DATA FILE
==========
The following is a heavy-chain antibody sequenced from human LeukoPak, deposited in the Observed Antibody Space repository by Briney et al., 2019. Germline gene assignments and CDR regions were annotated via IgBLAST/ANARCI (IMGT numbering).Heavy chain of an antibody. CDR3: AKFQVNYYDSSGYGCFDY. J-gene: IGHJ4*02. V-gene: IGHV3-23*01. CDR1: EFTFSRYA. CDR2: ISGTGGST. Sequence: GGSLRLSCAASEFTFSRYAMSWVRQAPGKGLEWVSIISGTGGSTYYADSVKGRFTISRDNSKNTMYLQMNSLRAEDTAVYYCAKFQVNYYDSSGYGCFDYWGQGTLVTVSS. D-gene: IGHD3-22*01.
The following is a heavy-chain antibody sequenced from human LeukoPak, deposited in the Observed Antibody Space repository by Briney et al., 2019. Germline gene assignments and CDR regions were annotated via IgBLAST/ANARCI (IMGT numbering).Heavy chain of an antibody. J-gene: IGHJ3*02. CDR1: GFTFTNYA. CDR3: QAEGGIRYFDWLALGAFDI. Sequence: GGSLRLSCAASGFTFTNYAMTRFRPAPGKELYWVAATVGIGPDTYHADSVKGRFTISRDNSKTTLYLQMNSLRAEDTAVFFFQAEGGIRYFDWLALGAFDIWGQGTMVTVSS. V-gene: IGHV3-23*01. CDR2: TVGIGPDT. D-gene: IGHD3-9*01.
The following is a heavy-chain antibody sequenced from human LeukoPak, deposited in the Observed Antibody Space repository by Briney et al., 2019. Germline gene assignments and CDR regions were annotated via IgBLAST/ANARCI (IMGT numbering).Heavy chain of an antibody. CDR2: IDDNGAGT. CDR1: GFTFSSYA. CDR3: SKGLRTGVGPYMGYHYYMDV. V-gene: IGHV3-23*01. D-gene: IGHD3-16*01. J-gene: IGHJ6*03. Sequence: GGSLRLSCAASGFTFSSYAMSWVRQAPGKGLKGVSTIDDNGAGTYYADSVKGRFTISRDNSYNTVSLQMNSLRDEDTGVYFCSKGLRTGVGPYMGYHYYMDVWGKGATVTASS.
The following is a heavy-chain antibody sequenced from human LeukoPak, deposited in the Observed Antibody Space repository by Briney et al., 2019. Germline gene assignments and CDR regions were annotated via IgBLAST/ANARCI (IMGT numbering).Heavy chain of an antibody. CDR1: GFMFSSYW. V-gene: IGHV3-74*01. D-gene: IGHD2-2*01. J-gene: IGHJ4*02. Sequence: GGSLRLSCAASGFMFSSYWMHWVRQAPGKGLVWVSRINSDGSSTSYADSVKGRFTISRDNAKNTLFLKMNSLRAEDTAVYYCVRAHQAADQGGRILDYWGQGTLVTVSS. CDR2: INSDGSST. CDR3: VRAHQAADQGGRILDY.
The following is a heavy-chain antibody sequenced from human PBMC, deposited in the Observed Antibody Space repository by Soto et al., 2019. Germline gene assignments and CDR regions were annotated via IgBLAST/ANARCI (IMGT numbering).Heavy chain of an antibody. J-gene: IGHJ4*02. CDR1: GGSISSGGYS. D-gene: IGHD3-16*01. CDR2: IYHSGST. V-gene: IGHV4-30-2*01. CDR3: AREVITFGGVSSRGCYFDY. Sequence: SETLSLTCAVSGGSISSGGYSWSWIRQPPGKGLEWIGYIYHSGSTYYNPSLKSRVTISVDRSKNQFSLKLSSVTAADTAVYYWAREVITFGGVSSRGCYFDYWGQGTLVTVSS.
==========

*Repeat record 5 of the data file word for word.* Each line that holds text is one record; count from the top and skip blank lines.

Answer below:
The following is a heavy-chain antibody sequenced from human PBMC, deposited in the Observed Antibody Space repository by Soto et al., 2019. Germline gene assignments and CDR regions were annotated via IgBLAST/ANARCI (IMGT numbering).Heavy chain of an antibody. J-gene: IGHJ4*02. CDR1: GGSISSGGYS. D-gene: IGHD3-16*01. CDR2: IYHSGST. V-gene: IGHV4-30-2*01. CDR3: AREVITFGGVSSRGCYFDY. Sequence: SETLSLTCAVSGGSISSGGYSWSWIRQPPGKGLEWIGYIYHSGSTYYNPSLKSRVTISVDRSKNQFSLKLSSVTAADTAVYYWAREVITFGGVSSRGCYFDYWGQGTLVTVSS.